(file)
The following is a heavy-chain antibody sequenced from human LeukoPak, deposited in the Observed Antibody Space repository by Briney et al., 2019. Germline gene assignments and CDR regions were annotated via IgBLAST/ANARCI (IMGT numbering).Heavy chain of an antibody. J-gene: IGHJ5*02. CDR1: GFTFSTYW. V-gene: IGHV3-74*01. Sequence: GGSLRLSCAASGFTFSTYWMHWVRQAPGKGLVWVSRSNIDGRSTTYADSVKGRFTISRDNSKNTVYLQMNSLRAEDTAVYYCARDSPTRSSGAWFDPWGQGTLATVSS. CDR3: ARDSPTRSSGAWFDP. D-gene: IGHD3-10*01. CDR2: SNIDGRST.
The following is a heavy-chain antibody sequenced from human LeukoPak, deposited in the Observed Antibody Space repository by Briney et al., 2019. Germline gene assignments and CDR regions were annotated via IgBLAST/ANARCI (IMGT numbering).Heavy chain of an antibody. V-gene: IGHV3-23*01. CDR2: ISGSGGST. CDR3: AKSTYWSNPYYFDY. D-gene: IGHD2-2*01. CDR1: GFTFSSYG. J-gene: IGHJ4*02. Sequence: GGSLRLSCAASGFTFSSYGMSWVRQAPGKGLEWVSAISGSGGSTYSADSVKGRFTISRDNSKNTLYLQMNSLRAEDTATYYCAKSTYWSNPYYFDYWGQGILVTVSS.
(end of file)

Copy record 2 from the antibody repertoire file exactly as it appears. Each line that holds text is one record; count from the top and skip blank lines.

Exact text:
The following is a heavy-chain antibody sequenced from human LeukoPak, deposited in the Observed Antibody Space repository by Briney et al., 2019. Germline gene assignments and CDR regions were annotated via IgBLAST/ANARCI (IMGT numbering).Heavy chain of an antibody. V-gene: IGHV3-23*01. CDR2: ISGSGGST. CDR3: AKSTYWSNPYYFDY. D-gene: IGHD2-2*01. CDR1: GFTFSSYG. J-gene: IGHJ4*02. Sequence: GGSLRLSCAASGFTFSSYGMSWVRQAPGKGLEWVSAISGSGGSTYSADSVKGRFTISRDNSKNTLYLQMNSLRAEDTATYYCAKSTYWSNPYYFDYWGQGILVTVSS.